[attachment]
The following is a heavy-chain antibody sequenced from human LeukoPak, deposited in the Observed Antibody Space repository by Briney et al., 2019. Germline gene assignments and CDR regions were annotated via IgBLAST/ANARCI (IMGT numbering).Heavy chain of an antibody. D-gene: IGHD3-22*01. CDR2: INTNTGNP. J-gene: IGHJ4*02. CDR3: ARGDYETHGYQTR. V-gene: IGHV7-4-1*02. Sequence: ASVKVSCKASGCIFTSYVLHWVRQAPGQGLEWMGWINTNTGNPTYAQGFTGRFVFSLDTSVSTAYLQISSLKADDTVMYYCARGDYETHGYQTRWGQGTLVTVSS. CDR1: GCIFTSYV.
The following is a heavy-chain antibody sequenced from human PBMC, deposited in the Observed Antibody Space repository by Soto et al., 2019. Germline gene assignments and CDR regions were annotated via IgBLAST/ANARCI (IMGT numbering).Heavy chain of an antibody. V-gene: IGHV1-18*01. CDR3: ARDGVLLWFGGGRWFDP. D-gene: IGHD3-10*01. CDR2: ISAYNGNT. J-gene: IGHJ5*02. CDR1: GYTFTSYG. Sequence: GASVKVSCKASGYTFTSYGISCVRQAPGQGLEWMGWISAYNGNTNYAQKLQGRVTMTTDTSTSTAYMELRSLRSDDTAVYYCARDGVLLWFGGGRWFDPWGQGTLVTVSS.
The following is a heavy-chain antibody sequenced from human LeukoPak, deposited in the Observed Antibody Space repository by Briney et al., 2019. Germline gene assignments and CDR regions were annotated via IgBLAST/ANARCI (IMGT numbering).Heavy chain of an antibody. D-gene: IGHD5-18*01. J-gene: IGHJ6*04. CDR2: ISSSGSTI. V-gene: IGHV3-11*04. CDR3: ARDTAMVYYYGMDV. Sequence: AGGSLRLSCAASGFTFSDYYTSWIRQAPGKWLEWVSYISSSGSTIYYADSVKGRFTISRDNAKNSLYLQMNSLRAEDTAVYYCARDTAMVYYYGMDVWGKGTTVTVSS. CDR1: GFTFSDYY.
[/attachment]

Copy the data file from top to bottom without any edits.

The following is a heavy-chain antibody sequenced from human LeukoPak, deposited in the Observed Antibody Space repository by Briney et al., 2019. Germline gene assignments and CDR regions were annotated via IgBLAST/ANARCI (IMGT numbering).Heavy chain of an antibody. D-gene: IGHD3-22*01. CDR2: INTNTGNP. J-gene: IGHJ4*02. CDR3: ARGDYETHGYQTR. V-gene: IGHV7-4-1*02. Sequence: ASVKVSCKASGCIFTSYVLHWVRQAPGQGLEWMGWINTNTGNPTYAQGFTGRFVFSLDTSVSTAYLQISSLKADDTVMYYCARGDYETHGYQTRWGQGTLVTVSS. CDR1: GCIFTSYV.
The following is a heavy-chain antibody sequenced from human PBMC, deposited in the Observed Antibody Space repository by Soto et al., 2019. Germline gene assignments and CDR regions were annotated via IgBLAST/ANARCI (IMGT numbering).Heavy chain of an antibody. V-gene: IGHV1-18*01. CDR3: ARDGVLLWFGGGRWFDP. D-gene: IGHD3-10*01. CDR2: ISAYNGNT. J-gene: IGHJ5*02. CDR1: GYTFTSYG. Sequence: GASVKVSCKASGYTFTSYGISCVRQAPGQGLEWMGWISAYNGNTNYAQKLQGRVTMTTDTSTSTAYMELRSLRSDDTAVYYCARDGVLLWFGGGRWFDPWGQGTLVTVSS.
The following is a heavy-chain antibody sequenced from human LeukoPak, deposited in the Observed Antibody Space repository by Briney et al., 2019. Germline gene assignments and CDR regions were annotated via IgBLAST/ANARCI (IMGT numbering).Heavy chain of an antibody. D-gene: IGHD5-18*01. J-gene: IGHJ6*04. CDR2: ISSSGSTI. V-gene: IGHV3-11*04. CDR3: ARDTAMVYYYGMDV. Sequence: AGGSLRLSCAASGFTFSDYYTSWIRQAPGKWLEWVSYISSSGSTIYYADSVKGRFTISRDNAKNSLYLQMNSLRAEDTAVYYCARDTAMVYYYGMDVWGKGTTVTVSS. CDR1: GFTFSDYY.